How do we keep essential services employees engaged?

Much has been said about healthcare workers, those guardian angels who have been on the job since the beginning of the health crisis. Since Tuesday, thousands of employees, working in services declared essential, are also braving the risks associated with the contagion and maintaining production in key sectors of our economy. With the challenges that this represents in terms of motivating and mobilizing troops, how can we support these heroes-in-the-shadows and avoid disengagement, absenteeism and even resignations? Here are five ways to equip managers as they face the future.

Raise awareness among your employees

Some industries are not automatically associated with essential services. Consider forestry operations, aluminum production or energy storage. The current crisis provides an opportunity to remind workers of the crucial contribution their industry makes to health, safety or the supply of key goods. These messages can then be transformed into an animated format, a video, a visual or any other medium that facilitates understanding. Sharing such messages and ensuring understanding is essential so that employee cynicism is limited. Not all employees associated with essential services save lives, but they all help stave off the negative impacts of the crisis. This is also an opportunity to communicate about an industry to a wider audience. 

Building internal pride

Once employees are made aware of the strategic importance of their industry, they need to get the recognition they deserve. Managers, especially direct supervisors, play a critical role in this regard. It is their responsibility to convey clear, frequent and encouraging messages to their teams. Now more than ever is the time to show gratitude and offer a pat on the back. In concrete terms, this can take the form of posters highlighting the invaluable contribution of employees in times of crisis, regular memos on the intranet or video clips (i.e. vlogs) sharing messages of thanks from senior management.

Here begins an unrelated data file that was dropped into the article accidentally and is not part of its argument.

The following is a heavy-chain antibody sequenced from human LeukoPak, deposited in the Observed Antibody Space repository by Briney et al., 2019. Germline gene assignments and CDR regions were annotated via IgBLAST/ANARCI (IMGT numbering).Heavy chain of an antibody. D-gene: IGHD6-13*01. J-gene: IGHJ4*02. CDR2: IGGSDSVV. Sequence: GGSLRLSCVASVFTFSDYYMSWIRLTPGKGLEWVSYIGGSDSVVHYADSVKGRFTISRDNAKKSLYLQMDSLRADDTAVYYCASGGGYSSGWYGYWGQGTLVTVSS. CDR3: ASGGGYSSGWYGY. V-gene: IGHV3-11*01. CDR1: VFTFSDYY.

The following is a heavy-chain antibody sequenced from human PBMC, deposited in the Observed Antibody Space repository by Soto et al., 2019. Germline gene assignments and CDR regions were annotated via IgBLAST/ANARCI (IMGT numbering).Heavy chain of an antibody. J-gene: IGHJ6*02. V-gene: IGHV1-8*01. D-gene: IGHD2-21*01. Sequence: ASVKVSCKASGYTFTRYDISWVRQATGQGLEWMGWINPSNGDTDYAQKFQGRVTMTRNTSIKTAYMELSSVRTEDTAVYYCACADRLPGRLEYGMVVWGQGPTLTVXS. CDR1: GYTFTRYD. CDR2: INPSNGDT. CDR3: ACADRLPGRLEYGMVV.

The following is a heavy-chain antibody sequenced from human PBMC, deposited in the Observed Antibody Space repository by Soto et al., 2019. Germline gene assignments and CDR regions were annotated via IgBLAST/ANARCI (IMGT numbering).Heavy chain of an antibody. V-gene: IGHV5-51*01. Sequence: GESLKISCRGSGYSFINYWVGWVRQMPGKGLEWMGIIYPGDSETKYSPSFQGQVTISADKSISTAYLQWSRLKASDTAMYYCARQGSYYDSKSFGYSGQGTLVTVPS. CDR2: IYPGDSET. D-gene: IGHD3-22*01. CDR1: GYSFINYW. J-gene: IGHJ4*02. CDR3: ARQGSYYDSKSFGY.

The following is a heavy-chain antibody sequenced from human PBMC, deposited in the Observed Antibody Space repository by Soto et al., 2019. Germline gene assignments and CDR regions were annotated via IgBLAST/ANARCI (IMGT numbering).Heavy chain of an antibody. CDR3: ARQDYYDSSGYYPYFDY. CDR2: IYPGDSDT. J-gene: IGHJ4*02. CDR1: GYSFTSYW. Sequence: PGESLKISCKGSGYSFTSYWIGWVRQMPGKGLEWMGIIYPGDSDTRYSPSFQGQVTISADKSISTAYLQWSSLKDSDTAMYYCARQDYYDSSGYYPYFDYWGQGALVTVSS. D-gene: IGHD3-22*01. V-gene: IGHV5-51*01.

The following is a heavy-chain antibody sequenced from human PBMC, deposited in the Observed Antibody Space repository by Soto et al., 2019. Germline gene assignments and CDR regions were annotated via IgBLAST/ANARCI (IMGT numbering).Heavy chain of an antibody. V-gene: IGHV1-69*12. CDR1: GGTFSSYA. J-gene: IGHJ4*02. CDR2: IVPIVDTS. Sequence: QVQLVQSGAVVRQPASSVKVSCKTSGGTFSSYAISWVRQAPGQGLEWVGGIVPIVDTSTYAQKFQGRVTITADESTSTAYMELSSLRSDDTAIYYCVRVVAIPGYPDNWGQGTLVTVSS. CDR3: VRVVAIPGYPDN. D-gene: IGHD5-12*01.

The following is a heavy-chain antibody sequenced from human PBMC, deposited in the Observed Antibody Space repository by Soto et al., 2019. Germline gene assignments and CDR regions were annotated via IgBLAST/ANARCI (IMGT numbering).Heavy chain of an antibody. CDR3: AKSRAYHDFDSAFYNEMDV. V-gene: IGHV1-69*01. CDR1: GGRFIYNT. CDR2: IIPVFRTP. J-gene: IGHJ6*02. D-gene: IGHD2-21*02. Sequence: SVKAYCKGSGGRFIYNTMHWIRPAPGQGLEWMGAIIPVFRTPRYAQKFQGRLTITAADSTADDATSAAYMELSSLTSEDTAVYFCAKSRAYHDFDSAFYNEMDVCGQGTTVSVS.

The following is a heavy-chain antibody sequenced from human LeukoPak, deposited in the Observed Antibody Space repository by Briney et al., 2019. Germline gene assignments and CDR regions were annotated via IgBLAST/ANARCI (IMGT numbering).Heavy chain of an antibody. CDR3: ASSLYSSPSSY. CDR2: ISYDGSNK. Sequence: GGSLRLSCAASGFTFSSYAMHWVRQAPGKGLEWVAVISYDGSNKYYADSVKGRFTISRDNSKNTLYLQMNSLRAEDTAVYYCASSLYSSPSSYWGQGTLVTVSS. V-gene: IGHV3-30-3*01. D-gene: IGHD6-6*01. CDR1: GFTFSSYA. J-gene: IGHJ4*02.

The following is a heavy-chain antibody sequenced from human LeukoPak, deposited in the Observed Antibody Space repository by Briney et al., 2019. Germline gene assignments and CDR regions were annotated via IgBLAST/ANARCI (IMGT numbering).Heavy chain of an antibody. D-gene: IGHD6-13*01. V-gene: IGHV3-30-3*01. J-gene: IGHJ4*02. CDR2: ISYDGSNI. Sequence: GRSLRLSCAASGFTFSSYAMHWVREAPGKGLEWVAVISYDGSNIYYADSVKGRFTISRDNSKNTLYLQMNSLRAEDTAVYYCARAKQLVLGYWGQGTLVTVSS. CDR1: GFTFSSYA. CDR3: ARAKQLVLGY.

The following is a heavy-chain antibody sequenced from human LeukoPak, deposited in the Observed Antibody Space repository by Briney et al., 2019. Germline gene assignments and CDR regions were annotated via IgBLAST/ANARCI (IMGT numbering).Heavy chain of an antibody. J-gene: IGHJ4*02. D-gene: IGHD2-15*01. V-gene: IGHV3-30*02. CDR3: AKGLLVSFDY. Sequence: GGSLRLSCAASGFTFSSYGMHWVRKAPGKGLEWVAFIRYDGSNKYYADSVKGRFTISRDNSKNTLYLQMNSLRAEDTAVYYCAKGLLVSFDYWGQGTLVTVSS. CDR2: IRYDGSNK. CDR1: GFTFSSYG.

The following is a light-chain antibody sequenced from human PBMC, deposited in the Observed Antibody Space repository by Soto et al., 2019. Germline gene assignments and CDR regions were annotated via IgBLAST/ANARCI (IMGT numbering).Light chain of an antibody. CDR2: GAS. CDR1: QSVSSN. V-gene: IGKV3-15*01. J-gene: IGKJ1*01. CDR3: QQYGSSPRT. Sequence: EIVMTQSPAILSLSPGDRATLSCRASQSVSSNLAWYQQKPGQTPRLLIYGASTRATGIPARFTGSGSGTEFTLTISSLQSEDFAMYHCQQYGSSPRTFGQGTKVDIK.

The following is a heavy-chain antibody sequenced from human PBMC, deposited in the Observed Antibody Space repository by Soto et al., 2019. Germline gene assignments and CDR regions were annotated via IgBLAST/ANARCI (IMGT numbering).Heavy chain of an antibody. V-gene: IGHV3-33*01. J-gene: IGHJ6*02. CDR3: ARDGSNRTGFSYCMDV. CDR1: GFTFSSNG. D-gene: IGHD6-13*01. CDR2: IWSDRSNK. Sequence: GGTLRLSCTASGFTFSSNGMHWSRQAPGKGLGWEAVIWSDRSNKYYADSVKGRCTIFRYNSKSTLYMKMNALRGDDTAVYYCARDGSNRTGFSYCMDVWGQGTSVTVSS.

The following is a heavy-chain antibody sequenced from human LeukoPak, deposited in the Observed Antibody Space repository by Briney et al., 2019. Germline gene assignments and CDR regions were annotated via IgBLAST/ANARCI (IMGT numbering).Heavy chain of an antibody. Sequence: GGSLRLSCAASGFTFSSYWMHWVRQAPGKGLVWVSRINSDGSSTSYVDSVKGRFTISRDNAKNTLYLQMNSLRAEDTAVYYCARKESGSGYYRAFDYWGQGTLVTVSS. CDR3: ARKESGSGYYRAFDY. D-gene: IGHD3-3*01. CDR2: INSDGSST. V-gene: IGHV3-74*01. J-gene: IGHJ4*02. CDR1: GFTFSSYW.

… And externally

The communities (relatives, families and partners) of organizations working in essential services may also show their concern for workers. Several initiatives have recently been launched on social media, including #Angegardienduréseau at CISSS de la Montérégie Ouest. Supported by an inspiring visual, messages of encouragement are sent to those working hard in health care institutions in this region. These virtual shout-outs take on another dimension in times of crisis.

Direct contact more important than ever

The best communication tools will never replace exchanges in the field. As uncertainty continues to loom, structured, constructive, two-way conversations between managers and their employees are becoming a top priority. There is no need to be afraid to coach managers, even during a crisis when there’s little time. Because in the end, poor verbal communication, or worse, the lack of regular exchanges between supervisors and their troops, can greatly weaken teams, especially in these difficult times.

Real-time measurement

Engagement measurement tools such as Officevibe or quick internal surveys make a lot of sense these days. Being aware of the state of mind of your troops on a daily basis becomes key in a constantly-evolving situation. Without accurate and frequently-updated information, managers won’t be able to accurately assess the morale of their teams.

What hasn’t changed

Since the beginning of the crisis, we have been constantly reminded of the importance of communicating regularly and transparently what we know, as soon as we know it. These guiding principles have not changed. The organizations that apply them will continue to distinguish themselves, and their audiences—their employees first and foremost—will remember this when the world returns to a state of calm.


Jean-Michel Nahas About the author
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